"Manufacturing order books are holding up, and expectations for output growth are above their historical average, although they are less strong than earlier this year,"
said Richard Woolhouse, CBI Head of Fiscal Policy.
"Inflationary pressures have eased since the start of the year, with fewer firms predicting they will have to raise prices at the factory gate over the coming quarter," said Woolhouse.
Of the 510 manufacturers responding to the CBI's August monthly Industrial Trends Survey, 29% of firms described total orders as above normal, and 29% said they were below normal levels.
"The resulting rounded balance of +1% shows order books remain well above the long-term average of -18%, and is an improvement on the previous month's balance of -10%," said the CBI.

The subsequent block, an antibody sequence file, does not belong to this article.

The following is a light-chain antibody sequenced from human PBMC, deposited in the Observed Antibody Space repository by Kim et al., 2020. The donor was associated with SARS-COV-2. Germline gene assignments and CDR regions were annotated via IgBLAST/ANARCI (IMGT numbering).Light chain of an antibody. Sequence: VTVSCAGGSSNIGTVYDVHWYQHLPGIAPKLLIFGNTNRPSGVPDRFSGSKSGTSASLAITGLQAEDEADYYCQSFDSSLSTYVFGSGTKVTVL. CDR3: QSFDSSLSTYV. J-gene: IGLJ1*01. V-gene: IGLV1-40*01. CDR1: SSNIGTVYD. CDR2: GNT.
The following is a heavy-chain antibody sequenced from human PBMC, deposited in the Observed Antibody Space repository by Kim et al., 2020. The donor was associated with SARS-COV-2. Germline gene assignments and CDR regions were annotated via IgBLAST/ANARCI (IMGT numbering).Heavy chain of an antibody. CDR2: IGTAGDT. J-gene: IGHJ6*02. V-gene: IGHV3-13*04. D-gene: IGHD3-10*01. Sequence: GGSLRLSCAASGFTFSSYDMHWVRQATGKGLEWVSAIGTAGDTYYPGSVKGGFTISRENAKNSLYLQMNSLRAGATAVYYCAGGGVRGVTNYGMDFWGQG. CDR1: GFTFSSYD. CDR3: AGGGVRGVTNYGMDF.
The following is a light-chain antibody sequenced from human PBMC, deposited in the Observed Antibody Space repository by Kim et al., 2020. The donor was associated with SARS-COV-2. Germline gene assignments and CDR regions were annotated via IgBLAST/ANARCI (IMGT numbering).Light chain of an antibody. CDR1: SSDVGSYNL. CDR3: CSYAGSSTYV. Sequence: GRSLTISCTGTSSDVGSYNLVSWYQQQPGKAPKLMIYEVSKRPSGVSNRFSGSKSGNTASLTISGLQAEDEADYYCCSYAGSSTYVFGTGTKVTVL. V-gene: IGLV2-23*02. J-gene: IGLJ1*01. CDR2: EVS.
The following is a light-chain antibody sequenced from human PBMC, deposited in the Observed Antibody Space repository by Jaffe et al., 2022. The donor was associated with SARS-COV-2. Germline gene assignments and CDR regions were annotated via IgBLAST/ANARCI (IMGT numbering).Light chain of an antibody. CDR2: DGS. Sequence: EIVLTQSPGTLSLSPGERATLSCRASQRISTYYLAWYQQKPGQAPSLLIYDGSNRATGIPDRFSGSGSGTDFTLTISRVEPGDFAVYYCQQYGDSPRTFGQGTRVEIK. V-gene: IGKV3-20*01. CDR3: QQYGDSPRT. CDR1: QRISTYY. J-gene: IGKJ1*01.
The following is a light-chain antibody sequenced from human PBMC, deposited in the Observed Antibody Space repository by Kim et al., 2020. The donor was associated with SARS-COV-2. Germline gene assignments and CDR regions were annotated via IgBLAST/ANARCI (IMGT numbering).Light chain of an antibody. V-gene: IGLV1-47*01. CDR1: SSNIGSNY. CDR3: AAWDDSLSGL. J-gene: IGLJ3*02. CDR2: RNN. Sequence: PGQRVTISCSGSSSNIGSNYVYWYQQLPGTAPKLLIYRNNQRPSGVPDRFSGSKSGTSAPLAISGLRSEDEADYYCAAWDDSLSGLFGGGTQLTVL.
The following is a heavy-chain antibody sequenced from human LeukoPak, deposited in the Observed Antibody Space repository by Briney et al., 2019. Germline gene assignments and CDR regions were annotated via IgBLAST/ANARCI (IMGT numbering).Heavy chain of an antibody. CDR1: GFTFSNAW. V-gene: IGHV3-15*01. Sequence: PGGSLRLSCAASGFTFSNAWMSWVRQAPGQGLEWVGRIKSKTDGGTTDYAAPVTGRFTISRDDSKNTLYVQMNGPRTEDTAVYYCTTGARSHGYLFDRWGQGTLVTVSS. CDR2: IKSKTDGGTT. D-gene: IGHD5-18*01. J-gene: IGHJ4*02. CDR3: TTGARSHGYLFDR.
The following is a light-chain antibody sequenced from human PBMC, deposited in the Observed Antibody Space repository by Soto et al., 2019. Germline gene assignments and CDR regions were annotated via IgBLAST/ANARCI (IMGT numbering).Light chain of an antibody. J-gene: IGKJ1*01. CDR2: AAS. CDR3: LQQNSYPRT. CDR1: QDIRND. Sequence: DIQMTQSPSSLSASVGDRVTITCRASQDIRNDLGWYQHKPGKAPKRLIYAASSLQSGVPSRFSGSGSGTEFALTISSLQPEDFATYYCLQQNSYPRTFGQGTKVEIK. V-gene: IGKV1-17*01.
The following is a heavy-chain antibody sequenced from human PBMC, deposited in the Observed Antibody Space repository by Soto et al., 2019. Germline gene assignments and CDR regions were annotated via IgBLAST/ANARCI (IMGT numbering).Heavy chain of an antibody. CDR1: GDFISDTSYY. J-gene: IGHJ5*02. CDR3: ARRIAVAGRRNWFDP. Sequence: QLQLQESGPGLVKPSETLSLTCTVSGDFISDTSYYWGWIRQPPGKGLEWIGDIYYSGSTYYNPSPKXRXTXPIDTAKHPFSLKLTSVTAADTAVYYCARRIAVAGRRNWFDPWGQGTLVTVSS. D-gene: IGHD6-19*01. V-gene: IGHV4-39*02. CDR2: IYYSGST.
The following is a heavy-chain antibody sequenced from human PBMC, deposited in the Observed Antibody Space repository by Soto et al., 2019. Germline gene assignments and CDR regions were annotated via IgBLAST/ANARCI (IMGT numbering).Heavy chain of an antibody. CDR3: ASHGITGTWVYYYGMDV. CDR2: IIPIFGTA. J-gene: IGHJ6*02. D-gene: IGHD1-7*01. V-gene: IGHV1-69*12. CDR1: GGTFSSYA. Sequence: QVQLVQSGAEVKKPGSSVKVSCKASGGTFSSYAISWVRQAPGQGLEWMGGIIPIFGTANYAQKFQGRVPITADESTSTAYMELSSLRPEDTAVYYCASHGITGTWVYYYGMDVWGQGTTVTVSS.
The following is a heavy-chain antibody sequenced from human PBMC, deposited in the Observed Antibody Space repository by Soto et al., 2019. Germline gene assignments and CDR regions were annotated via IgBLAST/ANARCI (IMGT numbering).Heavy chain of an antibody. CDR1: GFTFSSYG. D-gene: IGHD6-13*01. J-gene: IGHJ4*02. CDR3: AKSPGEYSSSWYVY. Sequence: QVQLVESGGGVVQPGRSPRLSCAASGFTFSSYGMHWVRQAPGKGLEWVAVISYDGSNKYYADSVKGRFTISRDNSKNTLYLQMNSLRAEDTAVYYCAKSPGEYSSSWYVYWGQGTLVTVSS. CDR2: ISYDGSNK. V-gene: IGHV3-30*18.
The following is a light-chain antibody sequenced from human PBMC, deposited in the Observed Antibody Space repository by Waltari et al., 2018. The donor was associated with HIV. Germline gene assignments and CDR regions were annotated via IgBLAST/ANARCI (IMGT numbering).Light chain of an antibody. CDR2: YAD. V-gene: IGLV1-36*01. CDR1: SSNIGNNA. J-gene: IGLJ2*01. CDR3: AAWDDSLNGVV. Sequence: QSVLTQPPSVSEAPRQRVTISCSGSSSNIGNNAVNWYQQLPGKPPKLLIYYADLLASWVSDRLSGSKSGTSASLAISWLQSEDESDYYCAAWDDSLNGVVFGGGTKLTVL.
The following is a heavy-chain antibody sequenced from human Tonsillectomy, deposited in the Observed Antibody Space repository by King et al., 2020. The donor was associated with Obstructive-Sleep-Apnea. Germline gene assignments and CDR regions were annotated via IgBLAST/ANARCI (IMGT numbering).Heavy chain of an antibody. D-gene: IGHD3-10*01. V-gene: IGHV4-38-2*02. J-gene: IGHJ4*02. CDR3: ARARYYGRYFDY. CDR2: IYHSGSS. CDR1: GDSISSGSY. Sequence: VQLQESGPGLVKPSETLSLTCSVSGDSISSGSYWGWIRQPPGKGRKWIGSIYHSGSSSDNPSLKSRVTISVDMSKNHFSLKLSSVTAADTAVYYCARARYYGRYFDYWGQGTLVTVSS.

Expectations for growth in factory output over the coming quarter have picked up a little.
31% of firms predict that production will rise in the next three months, and 17% anticipate that it will fall.
It was encouraging that export business is holding up, with as many manufacturers said export order books were above normal, as said they were below.
In July there was a -8% imbalance.
But there is still concern around growth in the US and the Euro area.
"But the risks to manufacturing activity and business confidence have if anything increased, due to market volatility and the recalibration of growth expectations worldwide," warned Woolhouse.